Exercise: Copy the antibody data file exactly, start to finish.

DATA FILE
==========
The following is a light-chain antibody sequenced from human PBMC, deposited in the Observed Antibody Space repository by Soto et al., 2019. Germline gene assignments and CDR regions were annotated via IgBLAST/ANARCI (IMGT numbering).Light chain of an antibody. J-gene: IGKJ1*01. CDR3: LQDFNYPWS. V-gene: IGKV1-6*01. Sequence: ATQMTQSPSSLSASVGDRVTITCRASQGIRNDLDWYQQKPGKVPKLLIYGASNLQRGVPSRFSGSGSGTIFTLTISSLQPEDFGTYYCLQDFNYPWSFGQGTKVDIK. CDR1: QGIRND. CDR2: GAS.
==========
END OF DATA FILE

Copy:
The following is a light-chain antibody sequenced from human PBMC, deposited in the Observed Antibody Space repository by Soto et al., 2019. Germline gene assignments and CDR regions were annotated via IgBLAST/ANARCI (IMGT numbering).Light chain of an antibody. J-gene: IGKJ1*01. CDR3: LQDFNYPWS. V-gene: IGKV1-6*01. Sequence: ATQMTQSPSSLSASVGDRVTITCRASQGIRNDLDWYQQKPGKVPKLLIYGASNLQRGVPSRFSGSGSGTIFTLTISSLQPEDFGTYYCLQDFNYPWSFGQGTKVDIK. CDR1: QGIRND. CDR2: GAS.